I suspect that healthy striving requires more focus on the benefits of success, and less attention to fear of failure, than is typical of perfectionism. The book hints at this, but doesn’t say it clearly when talking about perfectionism. Maybe she describes perfectionism better in her book The Gifts of Imperfection. Should I read that?

Her claim “When we stop caring about what people think, we lose our capacity for connection” feels important, and an area where I have trouble.

The book devotes too much attention to gender-stereotypical problems with shame. Those stereotypes are starting to look outdated. And it shouldn’t require two whole chapters to say that advice on how to have healthy interactions with people should also apply to relations at work, and to relations between parents and children.

The book was fairly easy to read, and parts of it are worth rereading.

[An unimportant book that I read for ARC; feel free to skip this.]

Book review: Be Yourself, Everyone Else is Already Taken: Transform Your Life with the Power of Authenticity, by Mike Robbins.

This book’s advice mostly feels half-right, and mostly directed at people who have somewhat different problems than I have.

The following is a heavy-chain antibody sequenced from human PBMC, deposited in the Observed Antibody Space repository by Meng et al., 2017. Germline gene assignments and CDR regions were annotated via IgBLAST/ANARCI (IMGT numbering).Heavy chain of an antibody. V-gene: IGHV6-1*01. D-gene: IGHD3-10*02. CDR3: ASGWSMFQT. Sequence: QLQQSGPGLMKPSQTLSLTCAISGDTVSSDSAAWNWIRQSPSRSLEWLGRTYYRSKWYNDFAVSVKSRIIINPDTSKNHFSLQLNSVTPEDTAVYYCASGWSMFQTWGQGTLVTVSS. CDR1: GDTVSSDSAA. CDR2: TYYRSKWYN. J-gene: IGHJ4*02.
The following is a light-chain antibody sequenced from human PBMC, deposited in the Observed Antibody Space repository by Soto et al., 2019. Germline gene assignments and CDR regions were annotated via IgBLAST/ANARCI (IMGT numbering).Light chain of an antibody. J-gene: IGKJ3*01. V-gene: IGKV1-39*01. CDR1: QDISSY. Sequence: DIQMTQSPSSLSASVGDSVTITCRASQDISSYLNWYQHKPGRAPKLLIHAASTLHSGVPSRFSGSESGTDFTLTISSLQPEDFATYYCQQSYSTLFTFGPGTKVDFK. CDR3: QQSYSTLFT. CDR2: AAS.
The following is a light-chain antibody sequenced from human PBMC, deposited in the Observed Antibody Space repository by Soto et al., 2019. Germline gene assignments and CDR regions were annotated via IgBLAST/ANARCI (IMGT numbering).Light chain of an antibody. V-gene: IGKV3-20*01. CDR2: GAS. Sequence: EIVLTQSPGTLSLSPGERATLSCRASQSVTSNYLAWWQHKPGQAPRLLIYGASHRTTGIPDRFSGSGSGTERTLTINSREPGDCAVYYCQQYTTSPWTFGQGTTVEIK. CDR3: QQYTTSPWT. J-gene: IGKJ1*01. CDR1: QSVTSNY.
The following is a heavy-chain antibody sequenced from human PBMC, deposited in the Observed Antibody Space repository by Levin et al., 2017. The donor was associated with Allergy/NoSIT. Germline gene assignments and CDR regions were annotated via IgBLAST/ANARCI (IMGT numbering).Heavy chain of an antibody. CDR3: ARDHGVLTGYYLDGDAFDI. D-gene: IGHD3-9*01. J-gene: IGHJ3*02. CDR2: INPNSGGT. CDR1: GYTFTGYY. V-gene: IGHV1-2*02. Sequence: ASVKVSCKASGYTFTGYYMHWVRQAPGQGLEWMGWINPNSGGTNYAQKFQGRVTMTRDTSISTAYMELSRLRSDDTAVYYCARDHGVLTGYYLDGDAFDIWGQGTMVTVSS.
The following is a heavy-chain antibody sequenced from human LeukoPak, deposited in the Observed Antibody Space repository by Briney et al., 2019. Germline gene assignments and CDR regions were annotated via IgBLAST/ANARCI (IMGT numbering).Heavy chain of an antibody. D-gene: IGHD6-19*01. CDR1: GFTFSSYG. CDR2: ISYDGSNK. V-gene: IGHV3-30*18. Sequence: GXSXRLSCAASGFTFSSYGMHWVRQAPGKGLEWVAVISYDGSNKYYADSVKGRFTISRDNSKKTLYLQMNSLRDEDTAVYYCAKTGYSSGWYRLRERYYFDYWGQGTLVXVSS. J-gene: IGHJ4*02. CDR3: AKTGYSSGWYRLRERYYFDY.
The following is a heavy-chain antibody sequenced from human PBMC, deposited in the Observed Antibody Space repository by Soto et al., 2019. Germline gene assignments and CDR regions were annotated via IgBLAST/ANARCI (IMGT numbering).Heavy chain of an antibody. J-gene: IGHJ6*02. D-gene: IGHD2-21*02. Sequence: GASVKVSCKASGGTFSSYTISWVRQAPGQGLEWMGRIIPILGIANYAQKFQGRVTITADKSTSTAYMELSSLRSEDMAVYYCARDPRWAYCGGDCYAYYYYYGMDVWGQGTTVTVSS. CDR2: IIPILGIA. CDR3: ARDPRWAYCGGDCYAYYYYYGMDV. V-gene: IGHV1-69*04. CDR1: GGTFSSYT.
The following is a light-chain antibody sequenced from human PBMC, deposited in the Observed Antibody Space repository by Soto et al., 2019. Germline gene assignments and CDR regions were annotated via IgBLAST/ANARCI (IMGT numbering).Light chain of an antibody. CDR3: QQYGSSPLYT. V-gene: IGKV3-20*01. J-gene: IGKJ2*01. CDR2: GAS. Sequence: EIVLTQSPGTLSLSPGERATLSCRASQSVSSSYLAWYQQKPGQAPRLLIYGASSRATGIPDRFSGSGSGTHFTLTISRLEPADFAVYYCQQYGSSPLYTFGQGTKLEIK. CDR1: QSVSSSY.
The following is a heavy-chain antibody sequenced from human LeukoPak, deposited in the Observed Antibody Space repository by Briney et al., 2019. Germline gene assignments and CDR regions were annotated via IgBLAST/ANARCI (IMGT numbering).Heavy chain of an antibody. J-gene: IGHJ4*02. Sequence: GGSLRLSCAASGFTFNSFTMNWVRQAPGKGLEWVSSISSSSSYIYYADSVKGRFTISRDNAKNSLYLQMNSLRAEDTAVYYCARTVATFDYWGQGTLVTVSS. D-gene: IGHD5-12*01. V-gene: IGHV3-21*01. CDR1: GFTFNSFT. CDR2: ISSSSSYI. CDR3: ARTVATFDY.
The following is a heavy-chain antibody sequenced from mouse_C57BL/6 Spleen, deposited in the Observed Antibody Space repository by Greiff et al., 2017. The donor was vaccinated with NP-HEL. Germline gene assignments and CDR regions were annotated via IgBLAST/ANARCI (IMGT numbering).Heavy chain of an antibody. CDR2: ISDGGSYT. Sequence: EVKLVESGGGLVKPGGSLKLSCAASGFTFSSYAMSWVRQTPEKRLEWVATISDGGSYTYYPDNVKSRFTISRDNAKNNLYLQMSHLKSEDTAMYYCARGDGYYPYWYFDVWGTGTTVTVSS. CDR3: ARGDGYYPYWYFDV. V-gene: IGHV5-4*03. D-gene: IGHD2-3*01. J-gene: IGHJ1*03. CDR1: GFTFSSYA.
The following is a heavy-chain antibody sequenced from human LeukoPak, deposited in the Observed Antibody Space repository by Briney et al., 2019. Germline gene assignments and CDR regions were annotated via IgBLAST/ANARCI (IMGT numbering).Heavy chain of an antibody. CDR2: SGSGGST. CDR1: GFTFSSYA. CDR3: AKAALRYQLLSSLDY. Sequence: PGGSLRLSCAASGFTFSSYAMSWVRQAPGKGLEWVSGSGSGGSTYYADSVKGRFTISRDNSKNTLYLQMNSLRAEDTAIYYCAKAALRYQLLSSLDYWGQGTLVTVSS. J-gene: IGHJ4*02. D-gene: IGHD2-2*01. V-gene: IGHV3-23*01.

The book’s exercises range from things I’ve already done enough of, to things I ought to practice more but which feel hard (such as the self-love exercise).
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Book review: The Measure of All Minds: Evaluating Natural and Artificial Intelligence, by José Hernández-Orallo.

Much of this book consists of surveys of the psychometric literature. But the best parts of the book involve original results that bring more rigor and generality to the field. The best parts of the book approach the quality that I saw in Judea Pearl’s Causality, and E.T. Jaynes’ Probability Theory, but Measure of All Minds achieves a smaller fraction of its author’s ambitions, and is sometimes poorly focused.

Hernández-Orallo has an impressive ambition: measure intelligence for any agent. The book mentions a wide variety of agents, such as normal humans, infants, deaf-blind humans, human teams, dogs, bacteria, Q-learning algorithms, etc.

The book is aimed at a narrow and fairly unusual target audience. Much of it reads like it’s directed at psychology researchers, but the more original parts of the book require thinking like a mathematician.

The survey part seems pretty comprehensive, but I wasn’t satisfied with his ability to distinguish the valuable parts (although he did a good job of ignoring the politicized rants that plague many discussions of this subject).

For nearly the first 200 pages of the book, I was mostly wondering whether the book would address anything important enough for me to want to read to the end. Then I reached an impressive part: a description of an objective IQ-like measure. Hernández-Orallo offers a test (called the C-test) which:

  • measures a well-defined concept: sequential inductive inference,